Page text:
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Ben Jones
Ben Jones, UK Lawyer
Category: Employment Law
Satisfied Customers: 48156
Experience:  Qualified Employment Solicitor - Please start your question with 'For Ben Jones'
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my company have told me if i dont pass my nvqs within my role

Resolved Question:

my company have told me if i dont pass my nvqs within my role i will be downgraded within
my job role
Submitted: 3 years ago.
Category: Employment Law
Expert:  Ben Jones replied 3 years ago.

Ben Jones :

Hello, my name is XXXXX XXXXX it is my pleasure to assist you with your question today.Can you please tell me how long have you been with your employer

Ben Jones :

Also does your contract say that the employer can do this?

Customer:

i have been with my company 8 years and took up my new shift managers role 2 years ago.we have signed new contracts

Customer:

the contract states are new shift hours patterns and my job description states nvq level 357 only desirable

Ben Jones :

If your employer is trying to downgrade you then assuming there is nothing in your contract that states they can do this, they will be acting in breach of contract. This is because they will be changing your contractual terms and conditions and to do so they would need your consent or some other specific and clear right in the contract allowing them to do so.


 


From what you have told me there does not appear to be anything that allows them to downgrade you. The contract says that NVQ is desirable but does not make it a strict requirement and specifically it does not state that they can downgrade you, reduce your pay or status, etc. Therefore, of they go on and do so, regardless of whether you have failed the NVQ, they are most likely going to be acting in breach of contract and you can take the matter further if necessary.


 


This could eventually amount to constructive dismissal, which occurs when the following two elements are present:



  • Serious breach of contract by the employer; and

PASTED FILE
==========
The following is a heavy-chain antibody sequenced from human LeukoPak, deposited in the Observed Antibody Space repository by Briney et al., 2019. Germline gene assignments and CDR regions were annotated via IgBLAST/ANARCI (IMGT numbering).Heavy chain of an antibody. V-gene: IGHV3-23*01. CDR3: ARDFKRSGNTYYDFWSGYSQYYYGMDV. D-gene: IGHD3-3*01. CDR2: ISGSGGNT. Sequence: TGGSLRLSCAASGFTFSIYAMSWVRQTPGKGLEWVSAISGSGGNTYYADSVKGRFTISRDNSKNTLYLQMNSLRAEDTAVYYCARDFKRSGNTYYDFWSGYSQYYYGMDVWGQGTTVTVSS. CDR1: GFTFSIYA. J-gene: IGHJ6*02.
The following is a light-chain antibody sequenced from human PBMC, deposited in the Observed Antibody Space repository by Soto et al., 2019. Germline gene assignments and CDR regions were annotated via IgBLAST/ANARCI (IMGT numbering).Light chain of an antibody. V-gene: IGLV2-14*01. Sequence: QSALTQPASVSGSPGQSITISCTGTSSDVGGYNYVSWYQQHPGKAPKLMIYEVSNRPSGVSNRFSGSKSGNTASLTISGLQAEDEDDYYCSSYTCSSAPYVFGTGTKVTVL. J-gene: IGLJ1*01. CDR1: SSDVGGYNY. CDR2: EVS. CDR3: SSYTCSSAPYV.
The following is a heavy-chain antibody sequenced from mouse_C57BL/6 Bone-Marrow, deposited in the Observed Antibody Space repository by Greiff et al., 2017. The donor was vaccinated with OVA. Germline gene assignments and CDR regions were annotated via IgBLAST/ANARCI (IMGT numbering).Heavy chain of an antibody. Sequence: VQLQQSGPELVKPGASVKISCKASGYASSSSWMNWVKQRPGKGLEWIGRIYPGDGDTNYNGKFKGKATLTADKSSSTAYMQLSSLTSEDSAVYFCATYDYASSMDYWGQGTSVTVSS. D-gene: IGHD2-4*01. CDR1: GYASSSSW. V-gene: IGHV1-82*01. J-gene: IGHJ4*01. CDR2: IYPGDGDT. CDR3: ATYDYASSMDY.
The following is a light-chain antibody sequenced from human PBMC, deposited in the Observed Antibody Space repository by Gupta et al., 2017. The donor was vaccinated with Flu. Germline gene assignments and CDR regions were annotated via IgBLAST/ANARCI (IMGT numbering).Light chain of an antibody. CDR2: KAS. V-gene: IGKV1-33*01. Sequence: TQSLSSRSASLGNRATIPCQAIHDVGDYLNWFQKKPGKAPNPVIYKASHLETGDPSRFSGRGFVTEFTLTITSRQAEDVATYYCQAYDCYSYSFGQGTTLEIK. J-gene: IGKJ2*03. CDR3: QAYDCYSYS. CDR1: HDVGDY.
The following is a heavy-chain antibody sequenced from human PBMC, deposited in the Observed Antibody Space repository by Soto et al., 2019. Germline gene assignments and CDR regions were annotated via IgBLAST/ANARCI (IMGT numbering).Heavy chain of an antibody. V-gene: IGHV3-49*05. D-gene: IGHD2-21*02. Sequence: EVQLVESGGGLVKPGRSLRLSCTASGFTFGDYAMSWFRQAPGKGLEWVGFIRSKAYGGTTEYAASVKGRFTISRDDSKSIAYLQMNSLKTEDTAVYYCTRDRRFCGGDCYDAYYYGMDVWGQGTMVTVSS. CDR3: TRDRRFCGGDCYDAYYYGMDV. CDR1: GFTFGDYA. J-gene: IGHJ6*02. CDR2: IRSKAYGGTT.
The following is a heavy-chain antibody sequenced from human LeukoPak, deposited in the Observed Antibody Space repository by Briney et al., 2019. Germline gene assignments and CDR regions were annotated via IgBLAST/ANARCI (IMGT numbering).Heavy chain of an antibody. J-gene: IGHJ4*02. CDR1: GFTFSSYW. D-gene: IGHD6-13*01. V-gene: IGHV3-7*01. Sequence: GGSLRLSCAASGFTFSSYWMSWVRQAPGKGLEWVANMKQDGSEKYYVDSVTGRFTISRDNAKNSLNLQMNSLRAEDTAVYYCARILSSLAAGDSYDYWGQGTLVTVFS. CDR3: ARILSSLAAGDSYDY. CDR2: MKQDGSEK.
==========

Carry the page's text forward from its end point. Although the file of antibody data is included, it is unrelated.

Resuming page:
• An acceptance of that breach by the employee, who in turn treats the contract of employment as at an end. The employee must act in response to the breach and must not delay any action too long.


 


The affected employee would initially be expected to raise a formal grievance in order to officially bring their concerns to the employer's attention and give them an opportunity to try and resolve them. If the issues are so bad that the employee can't even face raising a grievance and going through the process, or if a grievance has been raised but has been unsuccessful, then they can consider resigning straight away.


 


If resignation appears to be the only option, it must be done without unreasonable delay so as not to give an impression that the employer's breach had been accepted. Any resignation would normally be with immediate effect and without providing any notice period. It is advisable to resign in writing, stating the reasons for the resignation and that this is being treated as constructive dismissal.


 


Following the resignation, the option of pursuing a claim for constructive dismissal exists. This is only available to employees who have at least 2 years' continuous service. There is a time limit of 3 months from the date of resignation to submit a claim in the employment tribunal.

Customer:

Thanks for that i think they are playing mind games and tell me that i am the best motivated shift manager their

Ben Jones :

you are welcome

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